PARIS — A prominent French international affairs think tank is urging European governments to broaden the revenue-generating potential of the Galileo satellite navigation system by adding a signal-authenticity feature to Galileo’s free, open signal.
In a March 30 report titled, “Galileo and the Profit Motive,” the Paris- and Brussels-based Ifri organization speculates that such an “Authenticated Open Service” — which has not been approved by European governments — could provide 50 percent to 60 percent of Galileo revenues.
Ifri also offers its interpretation for why the British government has objected to any military use of Galileo’s Public Regulated Service (PRS) encrypted signal.
Ifri uses previous industry estimates that predict Galileo could generate between 7 billion and 9 bil lion euros ($9 billion to $12 billion) in annual revenue to its private-sector managers by late in the next decade.
Whether the 30-satellite Galileo constellation, now being designed, can be fashioned into a profit-making business is one of the key questions now before European governments. Governments have already invested some 1.5 billion euros into the program and had hoped the private sector would step in to co-finance the system’s deployment in return for a 20-year concession contract to run Galileo.
Negotiations with the private-sector consortium designated to manage Galileo have stalled on several issues. Whether Galileo’s special features will be attractive enough to government and commercial users to recoup the investment costs over time has been a principal stumbling block.
European Union governments have set a June deadline to determine whether they should abandon or modify the idea of Galileo as a public-private partnership given the many sticking points that have yet to be resolved despite months of negotiations.
In this context, Ifri is joining other organizations in Europe that are scrambling to define the business case for Galileo.
The organization says all five of Galileo’s proposed services — the Open signal, the Commercial service, the Safety of Life service for airlines, the Search and Rescue service for emergency rescue and PRS — should be set up so that users have to pay a fee for access to those features.
For the Open signal, which up to now has been designed as a free service similar to the U.S. GPS signal, Ifri echoed an industry proposal that the service add an optional “Authenticated Open Service” that would give users a guarantee that their signals are provided by Galileo.
“This is meant to ensure that nobody could provide a fake or tampered Galileo signal as evidence” of regulatory compliance, Ifri says. For example, commercial fishing fleets would purchase this service to provide proof that they are steering clear of no-fishing zones.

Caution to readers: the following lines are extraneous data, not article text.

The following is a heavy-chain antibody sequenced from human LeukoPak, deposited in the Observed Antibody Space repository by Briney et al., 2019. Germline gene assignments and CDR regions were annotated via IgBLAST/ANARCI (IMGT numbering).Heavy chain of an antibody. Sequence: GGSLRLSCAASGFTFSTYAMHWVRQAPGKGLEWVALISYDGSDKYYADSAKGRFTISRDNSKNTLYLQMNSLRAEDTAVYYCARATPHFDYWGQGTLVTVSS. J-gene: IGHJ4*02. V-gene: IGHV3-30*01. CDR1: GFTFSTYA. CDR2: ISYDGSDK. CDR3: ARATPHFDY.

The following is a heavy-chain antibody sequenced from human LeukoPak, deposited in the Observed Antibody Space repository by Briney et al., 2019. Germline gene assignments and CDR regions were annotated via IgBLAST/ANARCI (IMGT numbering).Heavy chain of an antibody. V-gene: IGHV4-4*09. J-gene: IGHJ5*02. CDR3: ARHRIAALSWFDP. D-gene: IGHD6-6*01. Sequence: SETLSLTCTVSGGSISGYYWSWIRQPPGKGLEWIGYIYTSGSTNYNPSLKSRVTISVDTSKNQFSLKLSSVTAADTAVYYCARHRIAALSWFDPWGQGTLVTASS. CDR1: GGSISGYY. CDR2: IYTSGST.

Electronic fee collection services to replace highway toll stations also could require that users purchase the authentication option, Ifri says.
Europe and the United States have agreed that neither side of the Atlantic will adopt regulatory restrictions favoring GPS or Galileo within their borders. But rules that require services that Galileo can provide but GPS cannot — such as a guarantee of authenticity — are permitted.
If adopted, Ifri says, “the authentication service could constitute a legal guarantee. It could therefore be applied with a fee.”
Ifri’s report also tackles the issue of the use of Galileo’s PRS signal — featuring high levels of encryption and limited to European government customers — by European military forces.
A mid-2006 poll by the European Commission found that only one of the then 25 European Union members — Britain — is adamant in saying it would never permit its military to adopt PRS.
The remaining 24 governments said they may use PRS for military purposes depending on how much it costs. Some, including France, Spain and Portugal, said they almost certainly would use PRS to equip their military forces.
Elizabeth Duthie of Britain’s Department for Transport — European transport ministries are providing much of Galileo’s initial funding — reiterated Britain’s position March 7 at a satellite navigation conference in Munich.
Duthie, who is vice-chairwoman of the administrative board of the European Union body negotiating the Galileo concession contract with industry, said Britain remains attached to Galileo’s civil-only heritage. While she declined to repeat earlier British government officials’ assertion that Britain will forbid any other government’s military use of PRS, she did not disavow them.
U.S. government officials, and government and industry officials in Europe, have said in interviews in recent months that they cannot explain Britain’s harsh opposition to PRS.
Using an argument often wielded by the British government, Ifri says “the principle of value for money demands … that the government signal, PRS, be used by European military customers as well as other government users.”
PRS will be available only for European Union members. A non-European government seeking to use it will need to secure the approval of all 27 European Union members.
Ifri speculates that British hostility to PRS is due to its robust anti-jamming feature, which “could make it difficult for the U.S. to jam it anywhere, which would be contrary to U.S. [navigation warfare] doctrine,” the report says. “This is why some voices in the U.K. … want to prevent any such use by other program partners. They are particularly worried about the possibility that European guided munitions systems could become too autonomous.”